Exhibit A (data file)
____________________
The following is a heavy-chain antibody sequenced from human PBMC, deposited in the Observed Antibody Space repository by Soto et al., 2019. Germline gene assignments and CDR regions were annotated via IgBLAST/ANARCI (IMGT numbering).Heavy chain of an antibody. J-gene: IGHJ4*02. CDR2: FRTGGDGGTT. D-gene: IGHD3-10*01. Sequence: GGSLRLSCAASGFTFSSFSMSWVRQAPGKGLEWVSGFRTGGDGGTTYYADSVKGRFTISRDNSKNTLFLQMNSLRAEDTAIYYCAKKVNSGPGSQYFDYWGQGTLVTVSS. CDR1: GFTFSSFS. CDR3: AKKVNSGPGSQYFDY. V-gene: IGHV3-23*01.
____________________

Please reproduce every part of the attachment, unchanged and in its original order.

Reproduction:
The following is a heavy-chain antibody sequenced from human PBMC, deposited in the Observed Antibody Space repository by Soto et al., 2019. Germline gene assignments and CDR regions were annotated via IgBLAST/ANARCI (IMGT numbering).Heavy chain of an antibody. J-gene: IGHJ4*02. CDR2: FRTGGDGGTT. D-gene: IGHD3-10*01. Sequence: GGSLRLSCAASGFTFSSFSMSWVRQAPGKGLEWVSGFRTGGDGGTTYYADSVKGRFTISRDNSKNTLFLQMNSLRAEDTAIYYCAKKVNSGPGSQYFDYWGQGTLVTVSS. CDR1: GFTFSSFS. CDR3: AKKVNSGPGSQYFDY. V-gene: IGHV3-23*01.